9

Video: https://www.youtube.com/watch?v=tS8oLlPOhPY&t=5m49s

In an episode of Teenage Mutant Ninja Turtles (2003), Michelangelo is attacked by a crocodile. After managing to escape it, he tells his brothers about it. Raphael then responds: "We should have seen it coming, bro. You’re one rib short of a barbecue." What should they have seen coming? What does "You're on rib short of a barbecue" mean?

I tried Googling the idiom, but all I could find is a similar one: one rib short of a slab. https://www.imdb.com/title/tt0235553/characters/nm0188025

Malik Bishop : [narrating after O.G. Buddy cusses out their boss Damien] Damien was definitely one rib short of a slab. Change was definitely in the air: change for Buddy, change for Damien and change for me. That afternoon I watched Buddy self-destruct just like I watched my father self-destruct. Buddy knew that going up against Damien was like blowing your own brains out. Damien was a crazy motherfucker, that's for sure. Suddenly, the things that Buddy talked about before, made sense: this was a shitty job.

1
  • 3
    The accepted answer is completely correct but you might be interested in a highly related phrase: "not the sharpest knife in the drawer". It means nearly the same thing -- usually talking about a lack of intelligence. It also has countless offshoots that follow the same form, like "not the brightest bulb in the pack".
    – eps
    Oct 3, 2021 at 16:43

2 Answers 2

17

To be short of an amount of something is to have less than that amount. E.g. if I am ten cents short of the dollar I need for something, I have 90 cents.

To say that someone is [one thing] or [a few things] short of [a complete set or collection of things] is to say that that person is mad or stupid - lacking a complete set of mental faculties. A slab is a butcher's term for all of the ribs on one side of a carcass, joined together.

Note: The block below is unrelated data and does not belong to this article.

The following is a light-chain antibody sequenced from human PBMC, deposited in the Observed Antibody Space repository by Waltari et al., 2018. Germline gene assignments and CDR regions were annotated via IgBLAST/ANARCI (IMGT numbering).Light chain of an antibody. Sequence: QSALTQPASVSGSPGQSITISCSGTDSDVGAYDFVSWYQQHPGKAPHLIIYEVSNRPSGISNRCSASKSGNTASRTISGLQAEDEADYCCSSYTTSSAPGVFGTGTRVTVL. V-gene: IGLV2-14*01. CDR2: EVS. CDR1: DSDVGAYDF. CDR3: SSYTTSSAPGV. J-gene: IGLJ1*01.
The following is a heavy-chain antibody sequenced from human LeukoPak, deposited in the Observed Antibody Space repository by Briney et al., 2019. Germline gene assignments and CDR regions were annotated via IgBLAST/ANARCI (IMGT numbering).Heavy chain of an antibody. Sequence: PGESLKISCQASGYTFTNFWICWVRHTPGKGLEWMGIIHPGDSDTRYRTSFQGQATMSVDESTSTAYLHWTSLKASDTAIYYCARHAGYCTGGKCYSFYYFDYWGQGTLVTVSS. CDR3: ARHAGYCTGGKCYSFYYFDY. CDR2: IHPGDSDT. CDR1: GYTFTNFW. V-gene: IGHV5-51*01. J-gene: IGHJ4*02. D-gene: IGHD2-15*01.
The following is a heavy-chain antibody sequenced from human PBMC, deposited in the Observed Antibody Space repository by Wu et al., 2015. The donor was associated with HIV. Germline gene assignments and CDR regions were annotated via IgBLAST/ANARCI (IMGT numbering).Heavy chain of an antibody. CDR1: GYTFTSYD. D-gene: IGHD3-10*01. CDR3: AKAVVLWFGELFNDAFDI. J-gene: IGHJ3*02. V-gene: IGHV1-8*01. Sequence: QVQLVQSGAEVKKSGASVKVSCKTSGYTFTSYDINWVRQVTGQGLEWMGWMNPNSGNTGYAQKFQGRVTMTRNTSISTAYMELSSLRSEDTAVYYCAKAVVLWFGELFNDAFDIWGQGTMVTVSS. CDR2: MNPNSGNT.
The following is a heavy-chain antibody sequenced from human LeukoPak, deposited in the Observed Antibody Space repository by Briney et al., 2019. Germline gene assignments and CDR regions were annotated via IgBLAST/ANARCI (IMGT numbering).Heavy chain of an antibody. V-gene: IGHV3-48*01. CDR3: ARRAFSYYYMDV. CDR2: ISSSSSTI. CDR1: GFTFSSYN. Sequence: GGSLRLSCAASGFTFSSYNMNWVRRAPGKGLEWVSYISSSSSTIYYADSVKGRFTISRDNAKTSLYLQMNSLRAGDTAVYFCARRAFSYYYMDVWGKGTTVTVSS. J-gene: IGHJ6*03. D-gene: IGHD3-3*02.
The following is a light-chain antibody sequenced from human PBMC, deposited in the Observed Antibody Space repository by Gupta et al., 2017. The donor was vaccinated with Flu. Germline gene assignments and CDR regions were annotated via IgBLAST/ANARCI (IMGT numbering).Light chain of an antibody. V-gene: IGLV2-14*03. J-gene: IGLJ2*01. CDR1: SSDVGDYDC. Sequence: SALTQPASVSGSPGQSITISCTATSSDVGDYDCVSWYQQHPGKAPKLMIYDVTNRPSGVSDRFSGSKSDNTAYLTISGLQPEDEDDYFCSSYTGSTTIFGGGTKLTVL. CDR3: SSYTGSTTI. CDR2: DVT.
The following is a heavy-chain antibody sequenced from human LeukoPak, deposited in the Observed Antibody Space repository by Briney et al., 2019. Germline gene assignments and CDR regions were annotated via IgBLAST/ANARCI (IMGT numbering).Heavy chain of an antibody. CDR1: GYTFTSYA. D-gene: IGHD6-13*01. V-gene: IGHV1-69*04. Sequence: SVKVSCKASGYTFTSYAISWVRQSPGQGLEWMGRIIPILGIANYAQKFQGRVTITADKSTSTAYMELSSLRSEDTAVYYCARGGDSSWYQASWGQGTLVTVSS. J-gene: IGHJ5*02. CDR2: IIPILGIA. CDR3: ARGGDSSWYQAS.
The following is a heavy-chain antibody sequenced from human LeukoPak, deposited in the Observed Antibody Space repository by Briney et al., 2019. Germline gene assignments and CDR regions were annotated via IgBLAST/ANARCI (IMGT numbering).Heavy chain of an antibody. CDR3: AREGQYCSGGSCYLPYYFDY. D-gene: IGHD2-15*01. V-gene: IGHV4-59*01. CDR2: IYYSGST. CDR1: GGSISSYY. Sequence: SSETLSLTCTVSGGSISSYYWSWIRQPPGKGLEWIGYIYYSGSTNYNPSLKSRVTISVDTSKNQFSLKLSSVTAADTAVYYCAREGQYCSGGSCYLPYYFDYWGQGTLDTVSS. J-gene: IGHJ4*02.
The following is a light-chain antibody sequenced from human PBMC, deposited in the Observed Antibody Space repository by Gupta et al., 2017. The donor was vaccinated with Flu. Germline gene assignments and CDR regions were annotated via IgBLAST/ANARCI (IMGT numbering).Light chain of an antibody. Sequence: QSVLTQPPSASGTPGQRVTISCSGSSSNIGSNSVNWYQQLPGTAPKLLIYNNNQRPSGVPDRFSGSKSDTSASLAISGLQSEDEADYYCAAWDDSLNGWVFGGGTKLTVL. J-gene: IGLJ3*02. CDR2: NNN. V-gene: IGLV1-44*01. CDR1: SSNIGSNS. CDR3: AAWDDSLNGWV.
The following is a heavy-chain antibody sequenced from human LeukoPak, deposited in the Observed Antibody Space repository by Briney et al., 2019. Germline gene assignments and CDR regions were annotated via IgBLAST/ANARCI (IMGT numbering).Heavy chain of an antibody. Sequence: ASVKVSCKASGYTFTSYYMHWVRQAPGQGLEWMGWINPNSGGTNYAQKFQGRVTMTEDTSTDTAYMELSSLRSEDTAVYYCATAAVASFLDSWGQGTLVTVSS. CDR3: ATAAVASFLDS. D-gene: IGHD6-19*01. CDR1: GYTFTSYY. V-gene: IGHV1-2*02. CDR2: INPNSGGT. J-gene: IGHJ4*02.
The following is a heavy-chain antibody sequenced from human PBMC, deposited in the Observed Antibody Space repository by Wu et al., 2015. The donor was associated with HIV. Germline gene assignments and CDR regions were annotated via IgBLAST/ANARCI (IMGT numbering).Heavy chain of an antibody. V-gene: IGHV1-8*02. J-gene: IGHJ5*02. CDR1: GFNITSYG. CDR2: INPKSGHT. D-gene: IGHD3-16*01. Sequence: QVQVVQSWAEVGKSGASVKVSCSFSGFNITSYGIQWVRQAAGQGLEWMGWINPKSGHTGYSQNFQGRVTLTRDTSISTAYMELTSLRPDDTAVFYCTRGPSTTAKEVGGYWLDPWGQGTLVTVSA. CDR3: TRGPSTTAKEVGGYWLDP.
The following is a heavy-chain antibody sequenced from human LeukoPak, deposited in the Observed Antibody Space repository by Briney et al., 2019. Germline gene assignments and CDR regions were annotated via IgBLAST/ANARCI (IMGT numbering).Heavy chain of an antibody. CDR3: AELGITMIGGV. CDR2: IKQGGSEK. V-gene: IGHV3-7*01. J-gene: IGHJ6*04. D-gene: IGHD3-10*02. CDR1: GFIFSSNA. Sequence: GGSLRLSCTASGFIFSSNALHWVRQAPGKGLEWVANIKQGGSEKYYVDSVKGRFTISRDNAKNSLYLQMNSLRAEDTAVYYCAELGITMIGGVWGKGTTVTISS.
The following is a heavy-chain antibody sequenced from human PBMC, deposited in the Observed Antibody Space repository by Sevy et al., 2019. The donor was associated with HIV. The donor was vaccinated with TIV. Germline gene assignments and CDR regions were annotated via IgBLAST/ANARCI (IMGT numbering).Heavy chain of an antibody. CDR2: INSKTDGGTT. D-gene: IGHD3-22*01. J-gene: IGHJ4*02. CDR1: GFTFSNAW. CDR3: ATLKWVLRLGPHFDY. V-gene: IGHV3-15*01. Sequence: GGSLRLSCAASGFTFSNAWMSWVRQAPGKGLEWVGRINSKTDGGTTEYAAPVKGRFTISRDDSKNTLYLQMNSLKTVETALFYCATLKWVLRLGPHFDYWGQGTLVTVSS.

One knife short of a cutlery drawer
One spanner (or wrench) short of a toolkit
A few slices short of a loaf

(etc)

Native speakers can invent such expressions and be understood.

be one ... short of a ...

spoken used humorously to say that someone is a little crazy or stupid

Lady, are you a few aces short of a deck?
He’s one sandwich short of a picnic.

be one ... short of a ... (Longman Dictionary of Contemporary English)

Australians say that a stupid person is 'not the full quid' (some pennies short of a pound [pre-decimal currency, succeeded in 1966 by Australian dollars, made up of 100 cents])

12
  • 3
    My favourite: One chip/fry short of a Happy Meal. Oct 3, 2021 at 4:03
  • 1
    "An electron short of a coulomb" - useful in physics/electronics scenarios.
    – SusanW
    Oct 3, 2021 at 10:48
  • 2
    Similar to Australia, "not the full shilling" was used in the UK when I was growing up. Oct 3, 2021 at 13:32
  • 3
    "One lettuce leaf short of a sandwich", in the UK. The saying "the lights are on but no-one's at home" has a similar meaning.
    – alephzero
    Oct 3, 2021 at 13:33
  • 2
    @RichardWard - in Australia, in 1966 the currency went from 'pre-decimal' pounds ('quid'), shillings and pence to 'decimal' dollars. Oct 3, 2021 at 15:53
1

The context you've quoted it in doesn't seem to make sense, but in English all of these 'you're one xyz short of a....' are essentially all the same. They usually mean that someone is crazy, or that something doesn't work properly.

1
  • 1
    Hi, welcome to ELL. If your page is not directly pertinent to the question, please don't include it in your answer.
    – Eddie Kal
    Oct 3, 2021 at 6:36

You must log in to answer this question.

Not the answer you're looking for? Browse other questions tagged .